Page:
How To Turn Logic Pro Into One Mean Loop Mangling Machine
It’s Sunday, and that’s our fun day. So why not mangle some drum loops with Logic Pro’s Transformer Object? In this article, I’ll exactly show you how to set up Logic Pro’s Environment for some inspiring, experimental, out of this world audio manipulation, and go right up to the point where you’ll lose all sense of control.
One Mean Loop-Mangling Machine
Have a look at this setup (click for big pic):
In this example, I’ve created an instrument in Environment called ‘Play Me’. Its output is connected to a Transformer Object by cable. The Transformer Object is connected to an Audio channel strip, on which I put a randomly picked drum loop. I inserted 6 bus sends on the Audio channel strip. I put some plugins on bus 1 through 6. Choice of plugins is irrelevant, use your own imagination here. Note that the Audio channel strip has no output.
The Monitor Object, hooked up to the Audio channel strip, shows Fader messages with channel 1 and parameter 28 when I move the send level on bus 1. Duly noted! Since I wanted to control all the bus sends by keyboard, I set up the Transformer Object to convert Note data into Fader parameter data.
Setting Up Transformer
Have a look at the Transformer Object:
To recap: note messages get converted to fader messages, whatever channel comes in gets fixed at 1, the playable range on the keyboard is set to C2 through C3 (that’s just my preference). C2 has note number 48, we need it to be parameter 28, so we’ll subtract 20. This way, we can add more buses should we need them later. Velocity values get passed on, but have no function in this example.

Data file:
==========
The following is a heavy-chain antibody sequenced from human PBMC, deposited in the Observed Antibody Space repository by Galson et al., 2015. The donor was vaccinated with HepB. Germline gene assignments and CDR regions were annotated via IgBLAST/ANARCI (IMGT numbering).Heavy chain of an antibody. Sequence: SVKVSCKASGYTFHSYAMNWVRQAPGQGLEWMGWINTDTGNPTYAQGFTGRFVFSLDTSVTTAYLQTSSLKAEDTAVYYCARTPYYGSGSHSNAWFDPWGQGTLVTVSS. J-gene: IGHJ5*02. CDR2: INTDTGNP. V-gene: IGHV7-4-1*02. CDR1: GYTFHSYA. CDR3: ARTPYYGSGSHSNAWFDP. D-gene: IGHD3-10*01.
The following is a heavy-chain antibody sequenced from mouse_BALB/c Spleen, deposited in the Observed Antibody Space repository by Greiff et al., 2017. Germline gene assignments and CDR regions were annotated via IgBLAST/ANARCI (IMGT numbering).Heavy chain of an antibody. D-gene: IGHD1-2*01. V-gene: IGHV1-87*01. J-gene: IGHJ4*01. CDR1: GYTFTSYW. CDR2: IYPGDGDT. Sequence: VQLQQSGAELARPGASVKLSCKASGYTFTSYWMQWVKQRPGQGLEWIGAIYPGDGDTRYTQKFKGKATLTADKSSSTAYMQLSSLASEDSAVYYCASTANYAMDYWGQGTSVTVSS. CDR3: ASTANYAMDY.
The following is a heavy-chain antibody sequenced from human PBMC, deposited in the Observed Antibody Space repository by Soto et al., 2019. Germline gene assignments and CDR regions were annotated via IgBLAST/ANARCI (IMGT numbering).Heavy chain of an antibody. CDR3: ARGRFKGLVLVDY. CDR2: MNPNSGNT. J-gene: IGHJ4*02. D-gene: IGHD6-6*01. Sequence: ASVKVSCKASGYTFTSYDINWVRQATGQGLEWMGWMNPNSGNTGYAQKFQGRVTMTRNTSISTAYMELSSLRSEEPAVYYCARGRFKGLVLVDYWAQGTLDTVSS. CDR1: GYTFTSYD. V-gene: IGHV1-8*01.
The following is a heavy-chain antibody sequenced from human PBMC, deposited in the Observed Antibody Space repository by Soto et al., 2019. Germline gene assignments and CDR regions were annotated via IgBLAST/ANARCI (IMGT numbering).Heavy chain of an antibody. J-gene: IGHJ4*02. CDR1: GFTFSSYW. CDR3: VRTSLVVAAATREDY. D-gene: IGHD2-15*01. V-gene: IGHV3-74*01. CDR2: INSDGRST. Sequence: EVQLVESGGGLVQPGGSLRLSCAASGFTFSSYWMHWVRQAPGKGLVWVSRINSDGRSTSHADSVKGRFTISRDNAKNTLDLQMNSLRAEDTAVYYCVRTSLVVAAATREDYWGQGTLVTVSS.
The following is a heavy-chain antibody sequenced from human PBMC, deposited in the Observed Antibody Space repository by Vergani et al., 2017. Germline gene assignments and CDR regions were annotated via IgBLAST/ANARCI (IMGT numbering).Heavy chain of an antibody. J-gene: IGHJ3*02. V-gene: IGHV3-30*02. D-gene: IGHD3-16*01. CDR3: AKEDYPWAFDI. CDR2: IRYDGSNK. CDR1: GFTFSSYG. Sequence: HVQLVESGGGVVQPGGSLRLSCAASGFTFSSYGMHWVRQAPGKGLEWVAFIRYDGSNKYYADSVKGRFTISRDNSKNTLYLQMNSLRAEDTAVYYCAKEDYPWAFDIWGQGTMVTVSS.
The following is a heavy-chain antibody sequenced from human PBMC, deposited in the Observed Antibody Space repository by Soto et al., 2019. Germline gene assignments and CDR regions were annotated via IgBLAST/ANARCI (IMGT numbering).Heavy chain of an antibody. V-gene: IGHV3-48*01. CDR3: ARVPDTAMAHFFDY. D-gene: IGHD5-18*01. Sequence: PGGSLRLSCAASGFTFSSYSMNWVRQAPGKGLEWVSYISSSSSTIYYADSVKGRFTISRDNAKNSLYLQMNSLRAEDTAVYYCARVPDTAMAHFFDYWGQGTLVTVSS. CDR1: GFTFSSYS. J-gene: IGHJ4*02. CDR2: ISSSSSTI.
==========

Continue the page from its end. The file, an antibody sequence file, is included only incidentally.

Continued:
Not Just For Live Use: Precisely Program Your Effect Grid
Playing this stuff live is fun, programming it is more precise. A little obvious to say perhaps, but by selecting the ‘Play Me’ instrument in the Arrange window, you can record your mélange of mangling manoeuvres. The Piano Roll Editor then becomes one awesome effect grid editor:
Audio example. The original loop plays for the first two bars. It’s a bit distorted, and experimental.
From Entropy To Total Chaos
Before I leave you with your new toy, I’ve got one more big pic to show you:
Here I introduced two faders into my Environment. One knob to simply click on, and one vertical slider to be able to churn out more data quickly. Both faders are sending out Fader messages. This I set up in the parameter boxes for both faders (note the ‘Output’ parameter):
Look at what the Transformer Object is doing to that data:
As you can see, Channel data gets fixed at 2 (for insert slot 1). The Transformer Object randomizes parameter messages to a value between 0 and 40, and it randomizes parameter values to a value between 0 and 100. This way, I can change plugin settings at random. I’ll give the button a push for one random plugin parameter change, and move the vertical slider for complete random madness. It’s actually a lot of fun and very inspiring to play around with. And that’s exactly what I’ll be doing right this instant. Remember, when you’re stacking plugins in Logic Pro and using more insert slots per Aux bus, don’t forget about their channel. Randomize this data too if you want. For some eye candy, make all plugins visible and move the vertical slider.
Have fun mangling!